|Posted: Sep 17, 2015|
Designing switchable electric and magnetic order for low-energy computing(Nanowerk News) Scientists at the University of Liverpool have developed a new material that combines both electrical and magnetic order at room temperature, using a design approach which may enable the development of low-energy computer memory technologies ("Designing switchable polarization and magnetization at room temperature in an oxide").
|Researchers from the University's School of Physical Sciences achieved this scientific advance by designed control of the distribution of the atoms within the solid state.|
|This new material has implications for information storage and processing applications.|
|Information can be stored in computers in two distinct ways - one relies on the order of atomic-scale magnets in a solid material, the other of atomic-scale electrical charges.|
|Both storing and manipulating this information costs energy, and with the rapid growth of the internet and internet-enabled devices, there is a strong need for lower-energy approaches to this.|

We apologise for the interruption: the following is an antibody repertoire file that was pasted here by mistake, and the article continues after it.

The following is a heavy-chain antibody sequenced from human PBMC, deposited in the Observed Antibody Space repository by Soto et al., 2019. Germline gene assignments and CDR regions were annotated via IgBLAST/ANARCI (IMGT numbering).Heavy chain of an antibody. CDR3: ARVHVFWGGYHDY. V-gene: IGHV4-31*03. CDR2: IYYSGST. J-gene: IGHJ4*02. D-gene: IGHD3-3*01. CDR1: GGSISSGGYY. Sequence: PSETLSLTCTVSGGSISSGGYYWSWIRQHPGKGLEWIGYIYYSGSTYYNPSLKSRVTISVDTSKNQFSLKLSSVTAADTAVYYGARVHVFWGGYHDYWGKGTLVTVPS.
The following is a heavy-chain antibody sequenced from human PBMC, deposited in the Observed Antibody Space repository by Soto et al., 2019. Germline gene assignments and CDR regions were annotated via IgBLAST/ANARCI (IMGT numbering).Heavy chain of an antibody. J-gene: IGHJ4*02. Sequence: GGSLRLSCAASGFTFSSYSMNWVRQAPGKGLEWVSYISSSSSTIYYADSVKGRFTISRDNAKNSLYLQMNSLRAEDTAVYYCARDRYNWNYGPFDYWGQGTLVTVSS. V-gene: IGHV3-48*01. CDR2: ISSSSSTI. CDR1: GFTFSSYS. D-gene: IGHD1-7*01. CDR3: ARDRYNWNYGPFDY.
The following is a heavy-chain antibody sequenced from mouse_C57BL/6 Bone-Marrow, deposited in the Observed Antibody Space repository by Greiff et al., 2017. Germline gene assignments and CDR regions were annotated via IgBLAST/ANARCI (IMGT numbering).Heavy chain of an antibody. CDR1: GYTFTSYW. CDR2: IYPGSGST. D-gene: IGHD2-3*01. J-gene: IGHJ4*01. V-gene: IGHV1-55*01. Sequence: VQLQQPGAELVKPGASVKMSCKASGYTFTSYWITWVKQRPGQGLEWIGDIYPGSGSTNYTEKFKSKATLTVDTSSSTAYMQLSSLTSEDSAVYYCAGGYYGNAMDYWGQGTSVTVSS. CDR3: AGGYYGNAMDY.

|In the first case, writing the information is energy-intensive whilst in the latter it is reading that is energy-intensive.|
|Liverpool Materials Chemist, Professor Matthew Rosseinsky, said: "Materials with both electrical and magnetic order at room temperature have been hard to engineer because these two properties often have competing requirements.|
|"We report a new design approach that promises to allow the synthesis and tuning of families of these materials, which are important in the development of low-energy computer memory technologies."|
|To make a single material that has these two distinct properties - magnetisation and electrical polarisation - is difficult because the electronic requirements for obtaining them in a material are typically contradictory: materials characteristics, such as the crystal structure or the atomic composition, which favour polarisation often disfavour magnetisation. The new design approach overcomes these difficulties.|
|Source: University of Liverpool|
Subscribe to a free copy of one of our daily
Nanowerk Newsletter Email Digests
with a compilation of all of the day's news.
These articles might interest you as well: